Inside Compass Point, one of the most magical studios in pop music
Lizzy Mercier Descloux had one of those late 1970s careers that would make a modern-day musical hipster shriek with envy. At 18, fresh from Paris, she hung out in the Bowery in New York, collaborated with luminaries like Patti Smith, recorded for the great post-punk ZE label and stole Richard Hell’s heart.
In 1980, Descloux came to the attention of Chris Blackwell, the founder of one of the more influential imprints in popular music history. Through his Island Records label, Blackwell brought reggae to turntables in North America and Europe, then went on to discover the likes of U2 and Talking Heads. He enjoyed a run of success sans pareil; if he had any defining qualities, it was a restless musical curiosity and an ear for idiosyncratic talent. Unlike any musical impresario before or after him, Blackwell put together a furiously eclectic roster: everything from Bob Marley to the Cranberries, Burning Spear to Roxy Music.
But there are smaller stories in the Blackwell oeuvre, one of which is tidily summed up by Funky Nassau: The Compass Point Story 1980-1986, a new compilation put out by Strut Records. The release includes Descloux’s Sun Is Shining, in which she quotes Bob Marley ("Sun is shining," she sings, "weather is sweet, yeah") in a stilted Euro deadpan. Funky Nassau fills in the musical details of a little-known adventure the Island boss undertook in the Bahamas, with a studio he called Compass Point. The studio is precisely where Descloux recorded her little-known but well-regarded album Mambo Nassau (1980).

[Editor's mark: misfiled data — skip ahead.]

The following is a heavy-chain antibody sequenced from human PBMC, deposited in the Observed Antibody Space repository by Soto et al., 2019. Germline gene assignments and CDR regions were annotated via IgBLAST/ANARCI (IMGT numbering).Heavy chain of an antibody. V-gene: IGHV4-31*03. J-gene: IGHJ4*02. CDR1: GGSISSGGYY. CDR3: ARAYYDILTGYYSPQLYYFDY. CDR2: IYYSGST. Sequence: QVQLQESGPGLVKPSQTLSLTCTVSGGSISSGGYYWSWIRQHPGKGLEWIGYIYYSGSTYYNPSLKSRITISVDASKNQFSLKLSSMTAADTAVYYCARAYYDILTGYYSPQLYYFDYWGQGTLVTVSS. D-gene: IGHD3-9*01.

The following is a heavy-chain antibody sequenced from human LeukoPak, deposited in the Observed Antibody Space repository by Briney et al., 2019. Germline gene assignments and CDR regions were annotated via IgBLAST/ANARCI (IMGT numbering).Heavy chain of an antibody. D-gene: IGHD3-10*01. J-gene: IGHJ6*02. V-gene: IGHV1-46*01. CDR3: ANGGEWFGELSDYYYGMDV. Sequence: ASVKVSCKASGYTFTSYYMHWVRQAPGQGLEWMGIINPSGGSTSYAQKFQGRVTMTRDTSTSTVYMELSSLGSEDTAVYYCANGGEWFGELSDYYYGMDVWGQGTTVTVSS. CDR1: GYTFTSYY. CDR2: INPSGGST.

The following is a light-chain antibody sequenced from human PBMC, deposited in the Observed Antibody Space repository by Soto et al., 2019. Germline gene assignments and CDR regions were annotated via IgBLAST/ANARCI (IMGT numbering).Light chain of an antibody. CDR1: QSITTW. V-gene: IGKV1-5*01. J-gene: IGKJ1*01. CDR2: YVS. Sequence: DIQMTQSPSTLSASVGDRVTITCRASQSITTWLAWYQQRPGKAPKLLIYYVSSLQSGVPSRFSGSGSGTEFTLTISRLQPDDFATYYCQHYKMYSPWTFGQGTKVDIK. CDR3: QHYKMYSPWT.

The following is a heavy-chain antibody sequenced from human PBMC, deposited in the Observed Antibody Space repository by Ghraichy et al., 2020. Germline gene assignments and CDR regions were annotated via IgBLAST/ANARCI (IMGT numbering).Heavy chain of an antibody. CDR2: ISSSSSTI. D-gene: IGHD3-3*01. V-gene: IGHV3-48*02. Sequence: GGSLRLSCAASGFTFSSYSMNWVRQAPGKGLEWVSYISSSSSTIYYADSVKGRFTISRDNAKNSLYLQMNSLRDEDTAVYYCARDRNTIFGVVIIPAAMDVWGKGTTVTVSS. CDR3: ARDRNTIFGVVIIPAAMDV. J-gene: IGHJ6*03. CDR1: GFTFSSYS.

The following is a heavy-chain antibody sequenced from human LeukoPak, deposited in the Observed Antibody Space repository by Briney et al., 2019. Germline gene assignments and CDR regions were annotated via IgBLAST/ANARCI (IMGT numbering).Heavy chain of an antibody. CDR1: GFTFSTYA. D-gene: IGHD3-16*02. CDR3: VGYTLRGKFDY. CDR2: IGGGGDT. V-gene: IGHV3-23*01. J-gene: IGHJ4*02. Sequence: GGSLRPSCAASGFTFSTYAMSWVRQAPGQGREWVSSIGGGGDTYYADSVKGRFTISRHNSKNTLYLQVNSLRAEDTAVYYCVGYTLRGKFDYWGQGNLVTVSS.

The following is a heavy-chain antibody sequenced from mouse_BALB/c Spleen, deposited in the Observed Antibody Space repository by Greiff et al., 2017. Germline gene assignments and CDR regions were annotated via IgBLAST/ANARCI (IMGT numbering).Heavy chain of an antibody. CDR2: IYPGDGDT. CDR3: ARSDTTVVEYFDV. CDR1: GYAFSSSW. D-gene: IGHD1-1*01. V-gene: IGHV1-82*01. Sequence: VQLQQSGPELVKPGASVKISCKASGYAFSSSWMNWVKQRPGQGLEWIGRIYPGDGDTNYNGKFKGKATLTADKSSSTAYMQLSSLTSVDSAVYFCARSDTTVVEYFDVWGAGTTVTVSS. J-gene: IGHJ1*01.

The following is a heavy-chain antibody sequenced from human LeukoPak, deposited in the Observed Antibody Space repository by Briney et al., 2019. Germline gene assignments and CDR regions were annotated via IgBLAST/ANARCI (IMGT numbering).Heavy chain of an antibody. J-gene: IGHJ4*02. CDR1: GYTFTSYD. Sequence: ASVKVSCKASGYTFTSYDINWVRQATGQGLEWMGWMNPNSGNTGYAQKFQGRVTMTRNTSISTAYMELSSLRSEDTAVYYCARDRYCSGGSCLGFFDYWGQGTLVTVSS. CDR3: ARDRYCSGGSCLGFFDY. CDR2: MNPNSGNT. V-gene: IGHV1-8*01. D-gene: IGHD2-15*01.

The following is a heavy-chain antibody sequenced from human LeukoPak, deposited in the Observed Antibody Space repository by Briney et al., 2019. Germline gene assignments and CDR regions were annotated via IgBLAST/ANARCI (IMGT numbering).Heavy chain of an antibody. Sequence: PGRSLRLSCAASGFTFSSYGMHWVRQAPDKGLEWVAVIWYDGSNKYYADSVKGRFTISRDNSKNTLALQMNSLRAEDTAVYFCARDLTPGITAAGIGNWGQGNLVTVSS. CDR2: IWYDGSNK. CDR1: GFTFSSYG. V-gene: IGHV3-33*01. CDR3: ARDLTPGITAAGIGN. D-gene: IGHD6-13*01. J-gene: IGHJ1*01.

The weather was certainly sweet in Nassau, located as it is on the northern end of the Bahamian archipelago on the island of New Providence. One wonders whether Blackwell chose New Providence for its name — the studio he built seemed like a divine summation of his life’s work. The icy, reggae-tinged no wave of Descloux’s efforts aptly describes Compass Point’s three-way conversation between disco, reggae and no wave, the predominant dance floor influences of the late ’70s and early ’80s.
The history of popular music is, among other things, a history of magical buildings. There is Sam Phillips’s Sun Studios in Memphis, Tenn., where Elvis Presley, Johnny Cash and Carl Perkins cut early records. There is the Beatles’ Abbey Road, as well as Motown’s Studio A and dub pioneer Lee "Scratch" Perry’s Black Ark studio. Blackwell had long wanted just such a studio, where a distinctive sound could emerge based on the perfect combination of session players, engineers, equipment and atmosphere, all guided by a label boss’s omniscient hand.
The talent that Blackwell assembled at Compass Point comprised a high priesthood of reggae: Sly Dunbar and Robbie Shakespeare, Peter Tosh’s great rhythm section; keyboardist Wally Badarau, who played with Hugh Masekela and had a huge record with M’s Pop Muzik; and reggae veterans Mickey Chung and Uziah "Stickey" Thompson. Alex Sadkin, who had worked with Neil Young and Bob Marley, was the co-producer and engineer; his vastly talented understudy, the Jamaican Steven Stanley, cut some wonderful records in Studio B.
Compass Point had the advantage of being in what was essentially a musician’s gulag with banana trees; there was little to do but make music. In the early years, the Rolling Stones cut some of the tracks on Tattoo You here, followed by Dire Straits and their zillion-selling Communique. But Jamaican model and musician Grace Jones was responsible for the studio’s first real project. She was a Compass Point touchstone, a distinctive individual influenced by – but by no means bound to – both reggae and no wave. Her image graced the studio’s walls.